Monday, May 26, 2014


            When former Brigadier General Joshua Lawrence Chamberlain and fellow veterans of the 20th Maine Volunteer Regiment returned to the Gettysburg battlefield 23 years after the day they had saved “Little Round Top” – and perhaps The Union itself - Chamberlain began his dedicatory remarks with these words:
            “In great deeds, something abides. On great fields something stays. Forms change and pass; bodies disappear, but spirits linger, to consecrate the ground for the vision-place of souls. And reverent men and women from afar, and generations that know us not and that we know not of, heart-drawn to see where and by whom great things were done and suffered for them. . .”
            Each time I have visited Gettysburg, I have felt myself “heart-drawn” to places such as “Spangler’s Spring” and “Barlow Knoll”;  to “Devil’s Den” and the “Peach Orchard”; to Culp’s Hill” and “The Wheat Field”; and yes, above all to “Little Round Top” from whose high perch I have gone to view a Pennsylvania sunset and to consider what transpired there during the first three days of a hot July in1863. I have never left with dry eyes.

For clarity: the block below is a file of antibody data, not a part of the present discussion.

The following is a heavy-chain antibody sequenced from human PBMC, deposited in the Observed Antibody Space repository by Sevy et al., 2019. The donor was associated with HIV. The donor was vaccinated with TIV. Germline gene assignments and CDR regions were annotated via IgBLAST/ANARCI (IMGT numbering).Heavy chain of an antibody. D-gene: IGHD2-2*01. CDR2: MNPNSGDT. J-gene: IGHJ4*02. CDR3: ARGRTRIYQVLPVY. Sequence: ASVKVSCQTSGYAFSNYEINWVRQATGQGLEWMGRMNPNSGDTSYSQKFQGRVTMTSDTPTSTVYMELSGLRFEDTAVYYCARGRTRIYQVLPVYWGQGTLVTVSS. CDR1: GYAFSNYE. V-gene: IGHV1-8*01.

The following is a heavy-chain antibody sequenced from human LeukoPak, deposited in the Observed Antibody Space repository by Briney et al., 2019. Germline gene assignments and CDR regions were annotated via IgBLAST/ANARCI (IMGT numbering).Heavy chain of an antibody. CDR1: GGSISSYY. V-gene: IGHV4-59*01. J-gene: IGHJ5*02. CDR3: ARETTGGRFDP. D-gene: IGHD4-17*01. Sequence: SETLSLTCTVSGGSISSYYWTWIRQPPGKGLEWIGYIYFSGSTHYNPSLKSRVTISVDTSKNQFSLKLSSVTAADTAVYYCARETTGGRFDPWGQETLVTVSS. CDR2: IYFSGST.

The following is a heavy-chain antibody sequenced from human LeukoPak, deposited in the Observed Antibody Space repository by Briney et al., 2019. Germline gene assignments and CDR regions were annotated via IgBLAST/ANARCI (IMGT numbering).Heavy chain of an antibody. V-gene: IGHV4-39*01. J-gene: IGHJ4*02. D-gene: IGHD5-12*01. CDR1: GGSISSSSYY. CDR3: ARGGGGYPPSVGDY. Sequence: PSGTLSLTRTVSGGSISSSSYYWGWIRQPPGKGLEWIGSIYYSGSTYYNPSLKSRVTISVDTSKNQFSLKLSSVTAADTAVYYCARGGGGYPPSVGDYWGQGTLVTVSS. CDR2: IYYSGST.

Even if it were not for my nearly-lifelong admiration for the scholar from Brewer, Maine who studied for the ministry, but became a great self-taught soldier, I would find myself revisiting those spoken words over and over again through the years, enlarged upon and made even more eloquent in the shadow of my own experiences.
            While there is no scientific evidence that “spirits linger”, I devoutly believe that the spiritual imprint of great human endeavors does. I have felt it where autumn foliage cast deep reflections on a small body of woodland water not far from “Shiloh Church” on the Tennessee River which is still known as “Bloody Pond”. I have been touched by it in Antietam’s cornfields and at the sight of the old Dunker church nearby. One day as I explored a patch of woods at the “Wilderness” battle site, I came across the still-discernible outline of old trench works, where men in Gray took cover as the woods around them burned, and I found myself lying down on the weed-encrusted ground, where so much confusion and fear had overwhelmed those who sheltered there so long ago.